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vidarh

@vidarh@lemmy.stad.social

Beta testing Stad.social

@vidarh

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vidarh,
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At this point my window manager, terminal, file manager, and text editor, as well as a bunch of utilities like contextual popup-menus for my file manager (similar to 9menu, fed by a script) are written in pure Ruby, including the X11 client bindings and the TrueType font-renderer. I really would love to see Ruby get more use outside of Rails, as I have no interest in Rails, and Ruby has a lot to offer there. E.g. you might think it’d be too slow for a font-renderer, and while it’s slow-ish you only need to render each glyph once per size as you use them so it works just fine and the whole font renderer is only 588 lines currently… Extend this across many of your main tools and you gain a system far easier to understand and modify to my own needs. E.g. my terminal is about 1800 lines of code. Xterm is about 88,000. Of course xterm does more, but most of things I don’t need. Trying to add features I want to xterm would be a massive pain; adding it to 1800 lines of Ruby on the other hand is comparatively easy.

I’m slowly packaging up more of these tools, but the big caveat is that I’m not really writing these “for users” but for my own use, and I have peculiar preferences (e.g. very minimalist) and so these would not be pleasant for others to actually use, hence the over the top warnings :)

It’s surprisingly easy to get an absolutely minimal wm working, though. E.g. this was my very first version (based on a C example called TinyWM): gist.github.com/…/1cdbfcdf3cfd8d25a247243963e55a6…

That is in fact all you need to do for a minimalist wm (that one is “just” floating and just a single desktop).

99% of the pain past that is learning all the quirks of how X11 works more so than the rest of the logic. E.g. after restarting it last night, for some reason the grab of the windows key + mouse button “broke” without a single code change on my end. I’m doing something wrong, clearly, but last time I ran into this it eventually “resolved itself”, so it’s hard to debug…

But to use this at this point you really need to actually enjoy chasing down those things. Hopefully it’ll get closer to something usable for other people at some point down the line.

vidarh,
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I’m not sure if “optimized” is the right word for my stack at the moment. Optimized in the sense that it is small, sure, but it does come at a performance cost - as much as I love Ruby, e.g. doing font rendering in Ruby is only viable because you only need to render each glyph once per size you use, for example. But I feel the performance tradeoff is acceptable. For me at least.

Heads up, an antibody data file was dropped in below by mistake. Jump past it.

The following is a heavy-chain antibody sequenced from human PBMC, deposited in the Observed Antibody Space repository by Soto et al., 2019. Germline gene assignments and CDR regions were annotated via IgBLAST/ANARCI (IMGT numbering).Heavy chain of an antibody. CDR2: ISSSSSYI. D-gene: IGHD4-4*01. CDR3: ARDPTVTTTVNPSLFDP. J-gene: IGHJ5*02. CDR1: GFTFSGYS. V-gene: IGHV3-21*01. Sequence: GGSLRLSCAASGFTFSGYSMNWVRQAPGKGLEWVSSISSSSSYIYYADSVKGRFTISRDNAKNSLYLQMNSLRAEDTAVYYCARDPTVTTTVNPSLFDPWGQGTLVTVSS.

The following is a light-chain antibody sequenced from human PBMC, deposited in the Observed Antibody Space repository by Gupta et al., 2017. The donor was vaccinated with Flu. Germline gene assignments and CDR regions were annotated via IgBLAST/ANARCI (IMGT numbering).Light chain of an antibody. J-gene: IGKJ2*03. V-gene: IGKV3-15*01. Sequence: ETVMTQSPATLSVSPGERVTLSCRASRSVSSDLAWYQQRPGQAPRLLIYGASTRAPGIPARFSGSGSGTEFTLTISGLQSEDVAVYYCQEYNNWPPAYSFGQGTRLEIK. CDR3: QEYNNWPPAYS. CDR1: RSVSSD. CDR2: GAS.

The terminal is also nothing “special” yet, other than the fact it’s written in Ruby, and uses that Ruby font-renderer. It needs some serious bug fixes and cleanups and then that too will go on Github.

For me the tradeoff is that I get full control, and there are a few things I want to experiment with:

  • Since it can parse escape codes, there’s nothing preventing a thin IO wrapper so it’s possible to use the backend to output to an X11 window. Benefits of that would be being able to e.g. use part of a window for text output while rendering other things in the rest of the window, or plugging in your own code to augment the rendering in various ways.
  • But if you do that, you can strip out the escape code parsing, or bypass it, and use the underlying terminal buffer for the same purpose. E.g. my text editor already renders to a terminal-like buffer, and so when running under X it’d save going through the terminal pipeline, and I’d have the option of “upgrading” its rendering while keeping most of it pure text.
  • I’d like to play with ways to do filtering and post-processing of content. E.g. highlighting based on running Ruby code over the output.

Especially since a large part of my use is my editor, augmenting the backend with support for small “upgrades” w/GUI features, like letting Ruby apps that pull in the backend control and respond to a scrollbar in the terminal, or “replace” the scrollback buffer w/control over the editors buffer, or plugins to add a minimap, to make it really easy to write Ruby apps that work in any terminal but that can get extra features when it can open its own windows would be interesting.

vidarh,
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Possibly. On the other hand, OpenAI’s market cap is bigger than the ten largest publishers combined - despite their whining they can afford to. It’s not OpenAI that will be prevented from getting training data - the biggest impact will be that it might stop smaller competitors and prevent open-source models.

vidarh,
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Lol, what. OpenAI shares aren’t available - there’d be no benefit to anyone trying to pump them.

This new data poisoning tool lets artists fight back against generative AI (www.technologyreview.com)

A new tool lets artists add invisible changes to the pixels in their art before they upload it online so that if it’s scraped into an AI training set, it can cause the resulting model to break in chaotic and unpredictable ways....

vidarh,
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An AI model will “notice them” but ignore them if trained on enough copies with them to learn that they’re not significant.

vidarh,
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You wouldn’t want to. If you just feed it to the models, then if there are enough of these images to matter the model will learn to ignore the differences. You very specifically don’t want to prevent the model from learning to overcome these things, exactly because if you do you’re stuck with workarounds like that forever, but if you don’t the model will just become more robust to noisy data like this.

vidarh,
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I doesn’t need to be full on UBI. In a lot of countries grants mechanisms and public purchasing mechanisms for art already make up a significant proportion of income for artists. Especially in smaller countries, this is very common (more so for literary works, movies and music where language provides a significant barrier to accessing a bigger audience, but for other art too). Imagine perhaps a tax/compulsory licensing mechanism that doesn’t stop AI training but instead massively expands those funding sources for people whose data are included in training sets.